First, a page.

The front-page New York Times article on “leftover embryos” from infertility treatments earned an eye roll from me. The story explores what happens to extra embryos that are frozen after an IVF cycle – usually they are used if the fresh IVF doesn’t work or ends in miscarriage, or for a sibling or two down the road. For some couples, though, they have more embryos than they know what to do with. Hence the ethical dilemma.
We never had to make that decision. My cycles yielded a grand total of two frozen embryos, and that was after I begged and pleaded for our clinic to freeze something (they have “high standards” for freezing, which I fear may have meant that some viable embryos were thrown out instead of frozen, but that’s another story). These frozen embryos were created after my last IVF, from which I miscarried. I then used both frosties in my last-ditch FET (frozen embryo transfer). One of them became my son.
Now, faced with questions about whether to do a fresh cycle or to adopt, I wish I had the problem of too many embryos. It seems a much better problem to have than not enough. I can hear you now, though, telling me that’s a selfish way to look at it, that I’m only considering my own feelings and not those of the (potential) children frozen in time and space, just waiting to be born.
The thing is, even if you have lots of embryos that you think you won’t need, you may. FETs don’t always work. Miscarriages happen. Six frozen embryos could turn into only one live baby. So it’s really a moot point until you are done having kids. And even then, knowing my morbid nature and my tendency to hoard things, I would probably keep them for a long while just in case something happened to my living children.
Eventually, though, a choice would have to be made. And while I agree that it is difficult morally and ethically, I just don’t think it’s the sort of crisis that warrants a front-page New York Times story. Yes, there are some aspects of assisted reproductive technology (ART) that hold certain dilemmas. But it bothers me when the media choses to focus on those parts of ART when the general public still doesn’t even have an understanding of the basics. It just reinforces the weird and scary of this misunderstood process, and neglects the fact that ART has helped create thousands (millions?) of happy families over the years. One lawyer quoted in the piece even mentions an “‘ick’ factor.” Really?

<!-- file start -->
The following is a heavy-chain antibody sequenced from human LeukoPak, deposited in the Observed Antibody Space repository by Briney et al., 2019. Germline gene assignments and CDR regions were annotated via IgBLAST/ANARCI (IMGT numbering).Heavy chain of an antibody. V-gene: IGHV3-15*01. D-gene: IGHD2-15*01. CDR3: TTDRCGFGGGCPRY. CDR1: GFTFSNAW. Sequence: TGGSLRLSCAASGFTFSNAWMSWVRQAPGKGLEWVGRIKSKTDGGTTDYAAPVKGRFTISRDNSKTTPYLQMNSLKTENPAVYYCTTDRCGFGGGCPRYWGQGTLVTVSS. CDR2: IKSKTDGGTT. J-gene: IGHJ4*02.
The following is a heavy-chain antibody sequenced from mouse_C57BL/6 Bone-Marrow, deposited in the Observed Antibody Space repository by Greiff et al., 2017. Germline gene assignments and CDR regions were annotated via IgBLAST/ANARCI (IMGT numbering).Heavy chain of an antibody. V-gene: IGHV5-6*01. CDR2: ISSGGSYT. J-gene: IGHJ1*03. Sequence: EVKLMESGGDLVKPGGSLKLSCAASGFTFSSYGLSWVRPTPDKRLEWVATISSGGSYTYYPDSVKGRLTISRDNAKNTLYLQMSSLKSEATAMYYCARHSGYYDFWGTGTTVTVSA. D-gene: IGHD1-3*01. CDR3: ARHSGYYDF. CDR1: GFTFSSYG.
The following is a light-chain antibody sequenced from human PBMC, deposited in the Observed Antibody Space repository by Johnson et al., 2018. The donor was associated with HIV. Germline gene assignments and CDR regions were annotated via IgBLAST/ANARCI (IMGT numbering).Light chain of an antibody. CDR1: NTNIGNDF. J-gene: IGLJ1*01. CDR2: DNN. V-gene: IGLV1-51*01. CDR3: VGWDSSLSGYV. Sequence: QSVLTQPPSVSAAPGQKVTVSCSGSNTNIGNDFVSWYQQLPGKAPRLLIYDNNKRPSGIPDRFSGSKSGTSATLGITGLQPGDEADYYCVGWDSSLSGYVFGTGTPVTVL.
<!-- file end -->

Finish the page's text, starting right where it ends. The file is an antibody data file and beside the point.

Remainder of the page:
I would like to see a greater effort to promote understanding and acceptance of ART, but that doesn’t sell newspapers. You know what does? Fear. Controversy. For every celebrity battling in court over frozen embryos (like Sofia Vergara), there are thousands of families living quietly and happily as a result of their own frozen embryos. Why do we have to pick out the rare occurrence and use that as a moral directive? And the issue of frozen embryos is not even new, so why is it being covered now?
But you’re still skirting the question, you might say. What about the frozen embryos no one wants? I think embryo donation is a wonderful thing. The whole “Oh, but what if they grow up and marry their sister?” thing is, again, an uninformed way of looking at it. As with children of adoption, psychologists now advise that children born as a result of donated eggs, sperm or embryos be talked to early and often about their origins, obviously in age-appropriate language. As more children born from donors grow up, hopefully society will catch up with the times and it won’t be a big deal. So if two donor children meet maybe they would be open with each other about that. True, many donations are anonymous, but there are usually enough clues to piece it together. Besides, the likelihood of this happening are rare to begin with.
If a couple just can’t wrap their head around embryo donation, though, I believe that donating to science is a wonderful thing that could improve infertility treatments in the future and maybe even save lives. I would feel OK about this option.
The NY Times article also mentions a clinic in California that is creating embryos which are then made available to couples. Patients like this program because it is quick and has a money-back guarantee. But one fertility lawyer quoted said it was commodification and one step removed from a “mail order catalogue.” To me, this is insulting to the couples themselves. Couples looking for embryos are at the end of the line. They just want a baby. They are not looking to pre-select a baby from a catalogue, choosing a child they think will be tall and blond and blue-eyed and smart. They are not sitting there thinking about creating the “perfect” child in some kind of Brave New World. When they imagine their child, they are probably imagining a baby who looks like them, imperfections and all. It’s not about selecting traits. It’s about finding a child to love who just somehow belongs in their family. Who is theirs. What is so wrong about that?
OK, but what of this child – shouldn’t he or she have a say how he was created? How will he come to view his origins? Well, first of all, none of us had a say in how we were created. And I would venture that far more babies are born “unwanted” the natural way than through ART. Couples going through ART really, really want a baby. You can bet that they will love whatever child comes into their family. And as for how these kids will view their origins as they grow, well, that depends more on us than on them. Children have to be taught that something is wrong or unnatural or weird. If we all accepted ART as a wonderful way to make a family, so would the children born of ART. They would only think it was weird if we tell them, consciously or subconsciously, that it is.
Do you agree that, once again, the media is perpetuating the belief that ART is controversial and weird?